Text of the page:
Hardly any good ever comes from a band break-up. McCartney and Lennon apart never reached the same songwriting heights that they did together. When Diana Ross went solo, a member of The Supremes died. And Billy Corgan is hardly worth a mention without the original Smashing Pumpkins’ lineup.


Thursday at 8 p.m.
The Blind Pig

Nate Ruess defied the odds of a floundering career after his former band, indie-pop outfit The Format, split in February 2008 at the pinnacle of its creative, commercial and critical success.

He didn’t waste much time starting a new project as he gathered musicians from Steel Train and Anathallo to form a three-piece with a name that, despite its brevity, reads like a lighthearted mission statement. The band, “fun.,” jumped into the studio to record Aim and Ignite, a collection of danceable yet thought-provoking pop songs, in August 2008.

Since then the band has seen a whirlwind of online promotion, touring, year-end list nods and a win at the Independent Music Awards — a contest judged by some of the industry’s most respected names, including Tom Waits, Mark Hoppus and M. Ward.

For Ruess, the lead singer of fun., the award for Best Pop/Rock Song was both unexpected and humbling.

“I truthfully didn’t know what (the award) was,” he said. “But I think that it’s a really cool thing (especially) when I heard about the people that were on the panel. It was exciting to actually win an award. I don’t know if we deserved it, but I’ll take it.”

This success didn’t happen in a vacuum, however, as Ruess used a change in scenery to motivate himself before he started with his new creative endeavor.

“I moved to New York because I was kind of tired of Arizona,” he explained, adding that he was “so used to being in Arizona that it made me a little complacent sometimes in my writing, whereas New York felt like a different energy.”

The fruits of this fresh, lively spirit can be heard throughout Aim and Ignite. Fusing an element of Broadway show tunes with exuberant guitar and drum parts, the record will make you feel like you’re floating on air. Ruess’s sincere yet snarky lyrics add an emotional pull without being too serious, contributing to the album’s overall feel-good vibe.

Still, in the 21st century it doesn’t matter how unique or exceptional your product is — getting it out to listeners is always a daunting challenge.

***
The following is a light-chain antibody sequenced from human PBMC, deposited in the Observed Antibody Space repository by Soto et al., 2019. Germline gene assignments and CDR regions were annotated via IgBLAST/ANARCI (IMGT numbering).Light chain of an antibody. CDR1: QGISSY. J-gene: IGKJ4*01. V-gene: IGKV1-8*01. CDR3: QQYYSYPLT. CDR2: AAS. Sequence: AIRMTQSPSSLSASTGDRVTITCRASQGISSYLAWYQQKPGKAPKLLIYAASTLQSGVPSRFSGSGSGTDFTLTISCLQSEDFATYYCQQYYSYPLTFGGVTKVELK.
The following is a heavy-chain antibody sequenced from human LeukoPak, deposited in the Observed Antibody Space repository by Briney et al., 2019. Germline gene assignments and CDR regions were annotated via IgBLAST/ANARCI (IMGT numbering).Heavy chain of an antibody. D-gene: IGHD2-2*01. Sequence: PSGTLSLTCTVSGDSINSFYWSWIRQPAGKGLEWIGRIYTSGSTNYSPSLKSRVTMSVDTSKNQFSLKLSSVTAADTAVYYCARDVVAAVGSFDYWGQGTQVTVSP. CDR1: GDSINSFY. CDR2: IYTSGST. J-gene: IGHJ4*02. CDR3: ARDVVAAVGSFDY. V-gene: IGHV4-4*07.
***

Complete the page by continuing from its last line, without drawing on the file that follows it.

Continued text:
Releasing its first single through Facebook, streaming the full album on MySpace, creating a free iPhone app and liberally using Twitter, the band was able to put its music into people’s homes and heads without breaking the bank.

“The Internet definitely helps with (promotion),” Ruess said. “I think we’re working at a really great pace and we’re working at a very affordable pace for ourselves.”

Online promotion is not the only answer for taking a band to the next level. The band apparently understands the importance of touring, as Ruess and Co. will be on the road until mid-May.

Their itinerary is filled with opening dates for pop-rock powerhouses like Motion City Soundtrack and Jack’s Mannequin and a lone headlining show in Ann Arbor this Thursday.

Ruess admits headlining is the ideal situation for fun.’s live show.

“You want to be able to play your full-on set,” he said. “You want to know that the crowd is there for you.”

While admitting that opening for bands is the “smart” thing to do, Ruess said, “It’s going to be nice to get away and be able to do our show, especially at a place as cool as the Blind Pig,” citing the club as one of his favorite venues (Ruess has performed twice there with The Format).

With this rare headlining date, an opportunity is presented for band and audience alike to rock out, hop around and, quite simply, to have fun.

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